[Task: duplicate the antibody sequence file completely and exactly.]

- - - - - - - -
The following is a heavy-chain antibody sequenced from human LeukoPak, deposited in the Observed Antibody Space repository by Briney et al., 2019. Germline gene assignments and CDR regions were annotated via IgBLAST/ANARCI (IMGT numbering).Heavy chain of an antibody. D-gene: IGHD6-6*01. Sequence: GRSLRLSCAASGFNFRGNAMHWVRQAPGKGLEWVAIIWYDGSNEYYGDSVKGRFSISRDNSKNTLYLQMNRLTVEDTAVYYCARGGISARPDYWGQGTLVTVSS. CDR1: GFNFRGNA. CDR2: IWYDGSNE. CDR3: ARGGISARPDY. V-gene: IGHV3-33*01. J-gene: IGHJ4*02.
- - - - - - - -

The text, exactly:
The following is a heavy-chain antibody sequenced from human LeukoPak, deposited in the Observed Antibody Space repository by Briney et al., 2019. Germline gene assignments and CDR regions were annotated via IgBLAST/ANARCI (IMGT numbering).Heavy chain of an antibody. D-gene: IGHD6-6*01. Sequence: GRSLRLSCAASGFNFRGNAMHWVRQAPGKGLEWVAIIWYDGSNEYYGDSVKGRFSISRDNSKNTLYLQMNRLTVEDTAVYYCARGGISARPDYWGQGTLVTVSS. CDR1: GFNFRGNA. CDR2: IWYDGSNE. CDR3: ARGGISARPDY. V-gene: IGHV3-33*01. J-gene: IGHJ4*02.